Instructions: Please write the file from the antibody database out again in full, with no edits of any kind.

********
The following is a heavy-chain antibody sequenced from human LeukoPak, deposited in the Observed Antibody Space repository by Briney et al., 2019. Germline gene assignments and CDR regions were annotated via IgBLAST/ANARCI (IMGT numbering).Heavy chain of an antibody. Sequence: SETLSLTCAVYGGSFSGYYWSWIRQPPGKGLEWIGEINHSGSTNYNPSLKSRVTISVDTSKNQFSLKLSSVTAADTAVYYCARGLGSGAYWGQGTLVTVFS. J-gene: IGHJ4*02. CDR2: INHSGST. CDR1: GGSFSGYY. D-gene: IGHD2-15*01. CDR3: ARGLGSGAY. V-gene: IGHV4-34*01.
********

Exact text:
The following is a heavy-chain antibody sequenced from human LeukoPak, deposited in the Observed Antibody Space repository by Briney et al., 2019. Germline gene assignments and CDR regions were annotated via IgBLAST/ANARCI (IMGT numbering).Heavy chain of an antibody. Sequence: SETLSLTCAVYGGSFSGYYWSWIRQPPGKGLEWIGEINHSGSTNYNPSLKSRVTISVDTSKNQFSLKLSSVTAADTAVYYCARGLGSGAYWGQGTLVTVFS. J-gene: IGHJ4*02. CDR2: INHSGST. CDR1: GGSFSGYY. D-gene: IGHD2-15*01. CDR3: ARGLGSGAY. V-gene: IGHV4-34*01.